The grass was high and green, just the kind a bull would favor, and he wandered where he liked, when he liked, grazing at his leisure. He was a handsome specimen of goodly size and proportion, powerfully built with muscles that rippled like the waves of the Colorado and horns that ended in tips as keen as its newfound sense of independence. He had survived the bitter harshness of winter, a yearling in his prime. The world was his oyster (if bulls cared for that sort of thing), and he was just as free as a bird with no one to tell him what to do or where to go, and he preferred things that way.
The morning had been spent sampling grass in the ditches and gullies of the lower foothills, and by midday his meandering found him loitering in a stretch of highland pasture. He had grazed his fill, and thinking of little more than a drink before lying down beneath a shady cedar tree for a nap, he sauntered over to a thin stream snaking its way through the meadow. His muzzle was inches from the water when the smell hit him.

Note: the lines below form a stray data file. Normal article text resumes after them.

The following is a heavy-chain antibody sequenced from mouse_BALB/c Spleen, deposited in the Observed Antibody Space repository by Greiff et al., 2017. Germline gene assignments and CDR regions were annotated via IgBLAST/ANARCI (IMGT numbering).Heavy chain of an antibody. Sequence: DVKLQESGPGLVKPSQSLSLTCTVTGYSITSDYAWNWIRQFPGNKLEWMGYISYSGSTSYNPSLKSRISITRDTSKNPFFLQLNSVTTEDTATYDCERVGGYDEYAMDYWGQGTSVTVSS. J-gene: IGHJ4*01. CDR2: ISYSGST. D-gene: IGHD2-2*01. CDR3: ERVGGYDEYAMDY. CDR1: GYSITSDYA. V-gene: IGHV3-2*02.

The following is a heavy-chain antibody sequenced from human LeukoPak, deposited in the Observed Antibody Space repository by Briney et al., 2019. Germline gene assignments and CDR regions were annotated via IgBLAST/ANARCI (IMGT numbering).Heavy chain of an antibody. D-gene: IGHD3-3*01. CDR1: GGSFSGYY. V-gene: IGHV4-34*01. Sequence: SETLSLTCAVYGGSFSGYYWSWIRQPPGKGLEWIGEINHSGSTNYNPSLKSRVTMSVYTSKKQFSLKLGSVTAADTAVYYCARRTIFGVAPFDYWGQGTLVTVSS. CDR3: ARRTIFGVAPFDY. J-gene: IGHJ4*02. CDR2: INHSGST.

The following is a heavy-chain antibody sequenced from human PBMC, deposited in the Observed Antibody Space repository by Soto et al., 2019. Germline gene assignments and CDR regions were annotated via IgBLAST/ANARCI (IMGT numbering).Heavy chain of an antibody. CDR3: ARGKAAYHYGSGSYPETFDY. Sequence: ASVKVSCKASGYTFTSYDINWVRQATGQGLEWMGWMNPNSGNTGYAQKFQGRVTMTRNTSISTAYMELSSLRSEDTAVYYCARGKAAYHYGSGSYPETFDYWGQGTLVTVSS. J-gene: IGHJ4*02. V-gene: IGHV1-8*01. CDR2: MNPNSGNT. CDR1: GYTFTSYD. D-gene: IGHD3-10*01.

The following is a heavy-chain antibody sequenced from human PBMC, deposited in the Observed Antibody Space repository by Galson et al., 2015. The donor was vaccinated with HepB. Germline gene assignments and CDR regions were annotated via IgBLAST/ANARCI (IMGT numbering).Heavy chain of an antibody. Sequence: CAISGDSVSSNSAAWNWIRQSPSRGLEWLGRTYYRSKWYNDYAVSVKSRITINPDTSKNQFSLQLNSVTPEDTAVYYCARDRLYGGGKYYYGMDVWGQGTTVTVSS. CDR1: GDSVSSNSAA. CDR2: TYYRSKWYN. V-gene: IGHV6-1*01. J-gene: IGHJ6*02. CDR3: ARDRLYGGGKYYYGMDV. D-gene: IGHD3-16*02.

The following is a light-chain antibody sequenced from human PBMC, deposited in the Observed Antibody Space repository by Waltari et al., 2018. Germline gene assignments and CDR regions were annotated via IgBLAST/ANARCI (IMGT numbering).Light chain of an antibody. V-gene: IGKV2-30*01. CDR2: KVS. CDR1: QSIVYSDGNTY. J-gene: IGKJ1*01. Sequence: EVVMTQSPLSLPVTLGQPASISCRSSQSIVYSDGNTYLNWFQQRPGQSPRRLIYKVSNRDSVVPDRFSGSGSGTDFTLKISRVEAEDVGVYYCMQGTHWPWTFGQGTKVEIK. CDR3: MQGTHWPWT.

Pungent, unnatural. It was the smell of fire. It was the smell of men.
            Memory came like a lightning bolt scorching the earth where it strikes. Memory of man’s fire, of his iron burning red, the searing pain on his flank. Memory of fences and corrals. Confinement. No more open range. No grazing when and where he wanted.
Any thoughts of dozing were gone. Deep in his mind, a decision was being made, firm and irrevocable. There would be no going back, not this spring or any spring, not for this bull. He would keep his freedom, no matter the cost. Let them come with their horses and their lassoes. Let them come and see.